The Magazine


May 13, 1996, Vol. 1, No. 34 • By HARVEY KLEHR and JOHN EARL HAYNES
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In 1948 Chambers told the FBI that, in the 1930s, network of Soviet sources had tabbed Duggan as a Communist sympathizer. When approached to spy, however, Duggan told the recruiter that he was already working for another Soviet espionage network. Hede Massing, another defector from Soviet intelligence, confirmed Chambers's story -- she had, she said, personally recruited Duggan and he was working for her network when approached by Chambers's emissary.

When the FBI interviewed Duggan in December 1948, he denied having spied for the Soviet Union, but his account was not a complete refutation of what Chambers and Massing had said. Duggan told the FBI that on two occasions in the mid-1930s friends had attempted to recruit him for Communist intelligence operations. He insisted that he had rejected the approaches but admitted that he had not reported the attempts either to his superiors at the State Department or to the FBI. Ten days after the interview, he either jumped or fell to his death from his 16th-fioor office window.

A few days later, a tasteless remark by Rep. Karl Mundt (asked when HUAC would name suspected Soviet spies, he responded, "We'll name them as they jump out of windows") incurred the wrath of the liberal establishment. Duggan's many prominent friends (Sumner Welles, Eleanor Roosevelt, and the journalist Drew Pearson, among others) fervently defended his reputation. President Truman's attorney general, Tom Clark, called Duggan "a loyal employee of the United States Government." And Henry Wallace, who apparently loved to think about how he would have staffed his administration, said he would have considered Duggan for the post of secretary of state had he been elected president.

The image of Duggan as a loyal public servant driven to suicide by baseless accusations has been commonly accepted. His story is often presented as evidence that anti-communism itself constituted a form of psychological terror. So nightmarish were the times, we are told in history after history, that an innocent man chose suicide rather than try to save his reputation. This view was expressed as recently as last year by the unimpeachably anti- Communist Arthur Schlesinger, Jr. In an otherwise generous review of our book, The Secret World of American Communism, Schlesinger took harsh exception to a reference to Duggan: "Without supporting evidence, the Yale University Press should not have permitted this book to blacken the name of a man whom many knew as an able public servant."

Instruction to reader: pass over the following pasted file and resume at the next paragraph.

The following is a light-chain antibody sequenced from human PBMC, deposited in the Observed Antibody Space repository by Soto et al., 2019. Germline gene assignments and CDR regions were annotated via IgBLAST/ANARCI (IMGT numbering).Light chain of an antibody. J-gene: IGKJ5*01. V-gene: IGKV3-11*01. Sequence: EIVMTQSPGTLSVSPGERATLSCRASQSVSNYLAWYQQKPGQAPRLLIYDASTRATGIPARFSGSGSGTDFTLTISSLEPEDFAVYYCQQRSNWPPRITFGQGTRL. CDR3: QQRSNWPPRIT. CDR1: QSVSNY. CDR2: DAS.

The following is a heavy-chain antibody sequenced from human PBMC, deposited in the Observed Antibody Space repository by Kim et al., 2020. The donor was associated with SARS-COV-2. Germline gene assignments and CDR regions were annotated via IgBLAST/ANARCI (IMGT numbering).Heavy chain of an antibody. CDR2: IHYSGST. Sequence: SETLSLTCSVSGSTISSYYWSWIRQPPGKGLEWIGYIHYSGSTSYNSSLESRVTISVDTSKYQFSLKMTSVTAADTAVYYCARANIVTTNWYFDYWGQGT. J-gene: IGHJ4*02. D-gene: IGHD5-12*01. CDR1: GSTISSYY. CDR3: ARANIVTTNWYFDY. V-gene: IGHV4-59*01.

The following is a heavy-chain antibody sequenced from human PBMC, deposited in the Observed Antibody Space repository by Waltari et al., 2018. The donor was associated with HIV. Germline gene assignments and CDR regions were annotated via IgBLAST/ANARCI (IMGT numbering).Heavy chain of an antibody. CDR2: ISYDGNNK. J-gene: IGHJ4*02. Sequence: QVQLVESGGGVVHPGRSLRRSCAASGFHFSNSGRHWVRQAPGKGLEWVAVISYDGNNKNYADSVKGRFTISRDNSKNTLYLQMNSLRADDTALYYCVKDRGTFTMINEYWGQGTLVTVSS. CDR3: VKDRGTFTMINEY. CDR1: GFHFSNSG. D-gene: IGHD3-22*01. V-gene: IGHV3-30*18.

Yale University Press can breathe a sigh of relief, for eight of the recently released Venona decryptions mention Laurence Duggan, code-named " Frank." These 1943 and 1944 cables show Duggan reporting to Soviet intelligence officers about Anglo-American plans for the invasion of Italy, consideration of an Anglo-American invasion of Nazi-occupied Norway, U.S. diplomatic approaches to Argentina's military government, and secret Anglo- American discussions regarding a common policy toward Middle Eastern oil resources.

In a July 22, 1944, cable, Soviet intelligence officers reported the resignation of their source "Frank" from the State Department. Duggan had officially resigned on July 18, possibly because of an internecine battle between Secretary of State Cordell Hull and Undersecretary Sumner Welles. The cable glossed over the loss of so valuable an asset by assuring Moscow that " prospects for the future are being looked into." In a November 1944 cable, Moscow was told that Hull's imminent departure from the State Department could lead to Duggan's reinstatement in "a leading post." The hope was based on the rumor, reported in this same cable, that President Roosevelt might make Henry Wallace secretary of state as consolation for having been dropped as vice president in favor of Harry Truman. And even if Wallace did not get the State Department, the cable continued, Duggan could still be useful to the Soviets by "using his friendship" with Wallace for "extracting . . . interesting information" that would inevitably come to someone of Wallace's standing. (Hull resigned at the end of November, but FDR appointed Wallace secretary of commerce, not state.)

The Venona documents suggest a few simple explanations for Duggan's suicide: remorse; despair that the jig was up; or the prospect that his betrayal of the United States and deception of his friends was about to be revealed.